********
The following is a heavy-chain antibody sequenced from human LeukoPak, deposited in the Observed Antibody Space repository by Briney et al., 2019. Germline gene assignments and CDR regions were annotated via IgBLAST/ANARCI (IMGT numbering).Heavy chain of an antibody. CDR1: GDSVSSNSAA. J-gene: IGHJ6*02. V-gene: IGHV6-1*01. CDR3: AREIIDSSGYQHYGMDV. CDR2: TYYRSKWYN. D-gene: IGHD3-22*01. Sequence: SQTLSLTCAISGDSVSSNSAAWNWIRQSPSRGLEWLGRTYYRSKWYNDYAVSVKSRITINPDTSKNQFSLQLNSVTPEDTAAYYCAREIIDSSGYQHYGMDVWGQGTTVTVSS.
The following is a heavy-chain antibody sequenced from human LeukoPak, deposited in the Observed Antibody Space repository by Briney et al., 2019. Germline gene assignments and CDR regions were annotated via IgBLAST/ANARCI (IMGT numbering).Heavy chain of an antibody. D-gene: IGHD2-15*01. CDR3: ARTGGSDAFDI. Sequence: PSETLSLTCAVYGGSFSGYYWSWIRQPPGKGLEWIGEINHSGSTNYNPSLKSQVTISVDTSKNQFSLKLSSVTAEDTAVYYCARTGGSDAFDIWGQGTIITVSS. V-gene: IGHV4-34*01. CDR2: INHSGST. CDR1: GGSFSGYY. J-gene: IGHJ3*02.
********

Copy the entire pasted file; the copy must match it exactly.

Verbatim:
The following is a heavy-chain antibody sequenced from human LeukoPak, deposited in the Observed Antibody Space repository by Briney et al., 2019. Germline gene assignments and CDR regions were annotated via IgBLAST/ANARCI (IMGT numbering).Heavy chain of an antibody. CDR1: GDSVSSNSAA. J-gene: IGHJ6*02. V-gene: IGHV6-1*01. CDR3: AREIIDSSGYQHYGMDV. CDR2: TYYRSKWYN. D-gene: IGHD3-22*01. Sequence: SQTLSLTCAISGDSVSSNSAAWNWIRQSPSRGLEWLGRTYYRSKWYNDYAVSVKSRITINPDTSKNQFSLQLNSVTPEDTAAYYCAREIIDSSGYQHYGMDVWGQGTTVTVSS.
The following is a heavy-chain antibody sequenced from human LeukoPak, deposited in the Observed Antibody Space repository by Briney et al., 2019. Germline gene assignments and CDR regions were annotated via IgBLAST/ANARCI (IMGT numbering).Heavy chain of an antibody. D-gene: IGHD2-15*01. CDR3: ARTGGSDAFDI. Sequence: PSETLSLTCAVYGGSFSGYYWSWIRQPPGKGLEWIGEINHSGSTNYNPSLKSQVTISVDTSKNQFSLKLSSVTAEDTAVYYCARTGGSDAFDIWGQGTIITVSS. V-gene: IGHV4-34*01. CDR2: INHSGST. CDR1: GGSFSGYY. J-gene: IGHJ3*02.